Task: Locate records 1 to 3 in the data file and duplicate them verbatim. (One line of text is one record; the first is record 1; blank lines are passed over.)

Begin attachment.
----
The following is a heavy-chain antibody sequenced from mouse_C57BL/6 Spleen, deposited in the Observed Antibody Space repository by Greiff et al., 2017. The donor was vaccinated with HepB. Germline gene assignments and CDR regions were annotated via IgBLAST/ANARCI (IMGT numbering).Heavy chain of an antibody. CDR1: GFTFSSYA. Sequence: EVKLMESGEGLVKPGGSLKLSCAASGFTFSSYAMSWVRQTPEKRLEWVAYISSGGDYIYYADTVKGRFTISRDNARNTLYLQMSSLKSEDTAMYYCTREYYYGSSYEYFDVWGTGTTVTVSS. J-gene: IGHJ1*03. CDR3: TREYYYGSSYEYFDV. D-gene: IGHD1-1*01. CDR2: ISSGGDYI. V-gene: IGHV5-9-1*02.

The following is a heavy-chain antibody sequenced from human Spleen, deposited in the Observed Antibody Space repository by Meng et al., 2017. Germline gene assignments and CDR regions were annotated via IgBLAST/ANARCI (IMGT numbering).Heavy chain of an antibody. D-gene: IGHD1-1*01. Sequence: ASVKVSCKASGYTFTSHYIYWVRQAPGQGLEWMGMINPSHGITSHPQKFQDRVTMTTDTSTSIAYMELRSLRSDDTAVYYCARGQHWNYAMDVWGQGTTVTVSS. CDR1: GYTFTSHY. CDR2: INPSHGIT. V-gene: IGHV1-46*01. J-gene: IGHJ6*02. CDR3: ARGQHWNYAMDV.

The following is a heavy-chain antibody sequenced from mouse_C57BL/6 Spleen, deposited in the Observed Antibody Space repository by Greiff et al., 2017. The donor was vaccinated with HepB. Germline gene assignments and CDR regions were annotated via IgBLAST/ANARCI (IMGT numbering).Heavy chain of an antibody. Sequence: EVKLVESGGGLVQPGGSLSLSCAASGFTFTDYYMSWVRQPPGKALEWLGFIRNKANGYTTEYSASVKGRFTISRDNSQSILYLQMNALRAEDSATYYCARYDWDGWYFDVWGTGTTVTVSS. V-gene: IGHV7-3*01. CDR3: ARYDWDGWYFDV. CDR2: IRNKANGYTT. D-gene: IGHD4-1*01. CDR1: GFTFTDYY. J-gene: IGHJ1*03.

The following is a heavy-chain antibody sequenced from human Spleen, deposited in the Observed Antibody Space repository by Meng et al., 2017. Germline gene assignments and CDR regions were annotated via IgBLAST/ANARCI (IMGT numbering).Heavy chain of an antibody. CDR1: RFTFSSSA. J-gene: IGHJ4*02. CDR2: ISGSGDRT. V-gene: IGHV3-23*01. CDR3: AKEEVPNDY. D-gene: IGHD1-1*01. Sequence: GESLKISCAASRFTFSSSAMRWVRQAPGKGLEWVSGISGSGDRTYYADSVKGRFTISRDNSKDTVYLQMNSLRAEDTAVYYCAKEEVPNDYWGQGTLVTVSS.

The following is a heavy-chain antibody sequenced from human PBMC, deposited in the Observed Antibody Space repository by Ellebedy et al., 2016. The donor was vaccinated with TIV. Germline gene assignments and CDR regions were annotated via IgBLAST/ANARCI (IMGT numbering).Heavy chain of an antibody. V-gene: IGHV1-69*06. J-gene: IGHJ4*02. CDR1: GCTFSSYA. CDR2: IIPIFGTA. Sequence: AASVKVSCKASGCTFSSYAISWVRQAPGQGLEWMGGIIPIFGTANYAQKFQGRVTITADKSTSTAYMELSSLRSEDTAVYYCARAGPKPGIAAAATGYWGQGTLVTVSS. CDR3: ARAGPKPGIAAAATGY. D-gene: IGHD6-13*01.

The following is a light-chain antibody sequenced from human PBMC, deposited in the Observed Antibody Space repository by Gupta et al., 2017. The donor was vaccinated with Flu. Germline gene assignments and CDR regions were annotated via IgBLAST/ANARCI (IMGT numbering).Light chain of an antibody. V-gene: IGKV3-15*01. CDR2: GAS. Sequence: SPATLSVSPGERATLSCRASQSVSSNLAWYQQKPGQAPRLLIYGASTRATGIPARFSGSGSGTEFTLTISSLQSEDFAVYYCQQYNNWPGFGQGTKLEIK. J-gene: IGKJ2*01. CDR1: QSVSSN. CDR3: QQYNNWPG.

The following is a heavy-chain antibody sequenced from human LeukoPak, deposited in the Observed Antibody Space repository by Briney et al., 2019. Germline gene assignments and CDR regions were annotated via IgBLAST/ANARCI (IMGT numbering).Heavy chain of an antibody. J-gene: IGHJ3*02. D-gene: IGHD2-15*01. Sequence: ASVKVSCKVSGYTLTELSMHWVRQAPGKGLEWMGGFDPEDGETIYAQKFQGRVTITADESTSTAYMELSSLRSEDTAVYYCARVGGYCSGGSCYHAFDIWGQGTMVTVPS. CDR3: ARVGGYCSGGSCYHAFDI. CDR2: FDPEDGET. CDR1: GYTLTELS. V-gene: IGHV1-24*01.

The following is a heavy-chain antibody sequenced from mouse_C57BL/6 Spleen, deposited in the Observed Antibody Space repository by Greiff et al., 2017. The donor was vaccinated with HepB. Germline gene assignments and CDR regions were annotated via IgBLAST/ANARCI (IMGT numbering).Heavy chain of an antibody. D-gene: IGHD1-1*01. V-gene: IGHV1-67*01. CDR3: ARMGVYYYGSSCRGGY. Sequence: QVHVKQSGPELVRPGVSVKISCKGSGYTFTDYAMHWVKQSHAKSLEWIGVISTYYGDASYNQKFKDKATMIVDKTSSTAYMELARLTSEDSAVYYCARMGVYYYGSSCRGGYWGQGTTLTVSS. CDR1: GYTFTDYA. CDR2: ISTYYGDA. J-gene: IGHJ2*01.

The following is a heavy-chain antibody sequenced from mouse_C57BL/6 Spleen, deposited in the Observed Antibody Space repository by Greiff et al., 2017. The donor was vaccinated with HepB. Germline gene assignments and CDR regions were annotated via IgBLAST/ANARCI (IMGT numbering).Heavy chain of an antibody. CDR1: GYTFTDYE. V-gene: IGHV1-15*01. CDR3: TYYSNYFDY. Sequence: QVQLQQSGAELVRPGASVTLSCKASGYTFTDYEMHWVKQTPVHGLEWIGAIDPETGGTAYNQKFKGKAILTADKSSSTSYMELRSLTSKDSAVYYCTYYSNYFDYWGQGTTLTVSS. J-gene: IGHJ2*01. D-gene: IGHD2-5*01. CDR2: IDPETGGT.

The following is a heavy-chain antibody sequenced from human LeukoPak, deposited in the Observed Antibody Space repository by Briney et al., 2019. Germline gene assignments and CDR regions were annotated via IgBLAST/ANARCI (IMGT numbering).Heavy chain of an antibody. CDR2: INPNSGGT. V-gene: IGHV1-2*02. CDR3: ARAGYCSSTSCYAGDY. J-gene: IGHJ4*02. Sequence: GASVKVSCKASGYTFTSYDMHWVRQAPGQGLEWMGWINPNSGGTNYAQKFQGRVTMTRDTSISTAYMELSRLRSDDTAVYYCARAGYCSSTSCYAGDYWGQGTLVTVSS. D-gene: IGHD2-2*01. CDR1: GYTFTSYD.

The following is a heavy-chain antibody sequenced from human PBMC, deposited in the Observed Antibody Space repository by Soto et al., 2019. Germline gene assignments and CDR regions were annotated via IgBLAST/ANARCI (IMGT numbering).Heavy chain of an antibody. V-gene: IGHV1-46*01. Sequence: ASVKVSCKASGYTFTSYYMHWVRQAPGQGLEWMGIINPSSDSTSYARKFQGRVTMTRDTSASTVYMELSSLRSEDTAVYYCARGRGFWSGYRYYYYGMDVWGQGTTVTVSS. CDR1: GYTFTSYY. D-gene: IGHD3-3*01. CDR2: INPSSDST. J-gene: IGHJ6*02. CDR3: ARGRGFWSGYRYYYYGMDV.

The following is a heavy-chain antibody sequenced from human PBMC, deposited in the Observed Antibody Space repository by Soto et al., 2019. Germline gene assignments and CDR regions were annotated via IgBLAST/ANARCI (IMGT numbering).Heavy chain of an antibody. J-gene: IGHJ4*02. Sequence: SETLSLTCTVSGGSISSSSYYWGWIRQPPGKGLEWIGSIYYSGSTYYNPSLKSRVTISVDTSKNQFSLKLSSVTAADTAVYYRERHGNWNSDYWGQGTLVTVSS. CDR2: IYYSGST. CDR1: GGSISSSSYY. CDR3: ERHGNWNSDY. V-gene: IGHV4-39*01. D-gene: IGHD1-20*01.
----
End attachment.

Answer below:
The following is a heavy-chain antibody sequenced from mouse_C57BL/6 Spleen, deposited in the Observed Antibody Space repository by Greiff et al., 2017. The donor was vaccinated with HepB. Germline gene assignments and CDR regions were annotated via IgBLAST/ANARCI (IMGT numbering).Heavy chain of an antibody. CDR1: GFTFSSYA. Sequence: EVKLMESGEGLVKPGGSLKLSCAASGFTFSSYAMSWVRQTPEKRLEWVAYISSGGDYIYYADTVKGRFTISRDNARNTLYLQMSSLKSEDTAMYYCTREYYYGSSYEYFDVWGTGTTVTVSS. J-gene: IGHJ1*03. CDR3: TREYYYGSSYEYFDV. D-gene: IGHD1-1*01. CDR2: ISSGGDYI. V-gene: IGHV5-9-1*02.

The following is a heavy-chain antibody sequenced from human Spleen, deposited in the Observed Antibody Space repository by Meng et al., 2017. Germline gene assignments and CDR regions were annotated via IgBLAST/ANARCI (IMGT numbering).Heavy chain of an antibody. D-gene: IGHD1-1*01. Sequence: ASVKVSCKASGYTFTSHYIYWVRQAPGQGLEWMGMINPSHGITSHPQKFQDRVTMTTDTSTSIAYMELRSLRSDDTAVYYCARGQHWNYAMDVWGQGTTVTVSS. CDR1: GYTFTSHY. CDR2: INPSHGIT. V-gene: IGHV1-46*01. J-gene: IGHJ6*02. CDR3: ARGQHWNYAMDV.

The following is a heavy-chain antibody sequenced from mouse_C57BL/6 Spleen, deposited in the Observed Antibody Space repository by Greiff et al., 2017. The donor was vaccinated with HepB. Germline gene assignments and CDR regions were annotated via IgBLAST/ANARCI (IMGT numbering).Heavy chain of an antibody. Sequence: EVKLVESGGGLVQPGGSLSLSCAASGFTFTDYYMSWVRQPPGKALEWLGFIRNKANGYTTEYSASVKGRFTISRDNSQSILYLQMNALRAEDSATYYCARYDWDGWYFDVWGTGTTVTVSS. V-gene: IGHV7-3*01. CDR3: ARYDWDGWYFDV. CDR2: IRNKANGYTT. D-gene: IGHD4-1*01. CDR1: GFTFTDYY. J-gene: IGHJ1*03.